What a challenging time to be a provider in behavioral health care as the need for accurate assessments has been at the forefront of patient care with the revisions of the DSM-5 and ASAM 3rd edition. Practitioners need to be even more effective in assessing patients and matching comprehensive services to patient’s needs to achieve desirable outcomes.
Like most of you, I have participated in numerous trainings and webinars for both the DSM-5 and ASAM revisions; the common theme I have taken away from these updates is knowing the patients readiness to change is crucial. Both the DSM-5 and ASAM have reinforced that comprehensive assessments in which treatment is matched to the appropriate stage of recovery is essential. According to James O. Prochaska, “treatment frequently is unsuccessful because providers fail to recognize the distinct stages of recovery. Treatment failure is caused by misidentification of patient readiness.”
The revisions in ASAM Dimension 4 allow practitioners to focus on the degree of motivational enhancement interventions to attract a person into recovery. Dimension 4 reflects strongly on the research of Prochaska and DiClemente’s Stages of Change Model. What I love about the revision to Dimension 4 is that it reminds practitioners that a patient can be in different stages of change for different issues.
For example, I have a 22-year-old female patient who is seeking help for alcoholism. She assesses as highly motivated to address her alcohol use and has already started to explore changes necessary to begin recovery. We might say she is in the Preparation Stage for her alcohol use. However, the boyfriend whom she lives with whom physically beats her on a regular basis, she does not view as a problem. Regarding her relationship with her boyfriend who is “not a problem” we might say she is in the Pre-Contemplation Stage of change for this issue. How I choose to match appropriate strategies for these issues will differ. I can use behavioral focused strategies to address her alcohol because she is more motivated. I will have to adjust my approach to reflect motivational enhancement and cognitive approaches to address the relationship concerns.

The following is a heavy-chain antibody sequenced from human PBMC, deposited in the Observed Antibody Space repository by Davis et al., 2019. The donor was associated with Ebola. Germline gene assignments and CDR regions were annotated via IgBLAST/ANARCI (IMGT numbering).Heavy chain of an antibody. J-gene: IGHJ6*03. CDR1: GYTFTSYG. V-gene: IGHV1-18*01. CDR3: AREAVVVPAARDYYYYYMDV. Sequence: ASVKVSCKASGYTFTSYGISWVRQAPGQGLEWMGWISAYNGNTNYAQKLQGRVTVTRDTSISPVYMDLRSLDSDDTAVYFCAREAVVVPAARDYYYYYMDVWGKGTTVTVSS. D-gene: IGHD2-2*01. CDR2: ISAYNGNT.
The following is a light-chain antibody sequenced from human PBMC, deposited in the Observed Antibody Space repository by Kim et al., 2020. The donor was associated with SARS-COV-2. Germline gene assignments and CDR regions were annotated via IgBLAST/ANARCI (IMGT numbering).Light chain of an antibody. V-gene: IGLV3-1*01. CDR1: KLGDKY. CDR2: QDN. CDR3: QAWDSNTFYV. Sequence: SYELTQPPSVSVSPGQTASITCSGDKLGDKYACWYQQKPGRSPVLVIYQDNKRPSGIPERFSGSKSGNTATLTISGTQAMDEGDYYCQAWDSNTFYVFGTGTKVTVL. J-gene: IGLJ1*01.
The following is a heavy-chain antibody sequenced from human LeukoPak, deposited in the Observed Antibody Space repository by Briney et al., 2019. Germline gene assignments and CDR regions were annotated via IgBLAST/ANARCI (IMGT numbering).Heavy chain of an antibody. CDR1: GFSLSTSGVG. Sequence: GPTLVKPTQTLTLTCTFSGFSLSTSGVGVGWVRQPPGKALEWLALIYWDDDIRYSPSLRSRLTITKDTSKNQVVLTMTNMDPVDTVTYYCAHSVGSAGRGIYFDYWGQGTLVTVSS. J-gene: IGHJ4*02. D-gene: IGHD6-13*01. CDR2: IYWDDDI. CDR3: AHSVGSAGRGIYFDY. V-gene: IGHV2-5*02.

Some may believe this makes treating a patient more complicated due to assessing each presenting issue and determining the patient’s readiness to work on those issues. Well…. it actually makes our work much easier- if there is such thing as “easy” in our field. When we accurately assess the stage of change then we can focus on matching the right interventions per stage. When we match readiness with the appropriate intervention, the patient’s motivation begins to shift, they start using change talk and as a practitioner we see changes occurring which reduces burnout.
Colleagues and myself confirm three things that we as clinicians know in treating patients: motivation matters, matching treatment styles to motivational stages matters and dependence complicates things. The experienced clinician recognizes that people who are at different points in reaching a decision to change need different interventions. The intent of Dimension 4 reminds me of skidding in a car: turn in the direction of the skid. When we turn into the skid with our patients we reduce resistance, increase compliance and achieve better outcomes for both the client and our programs.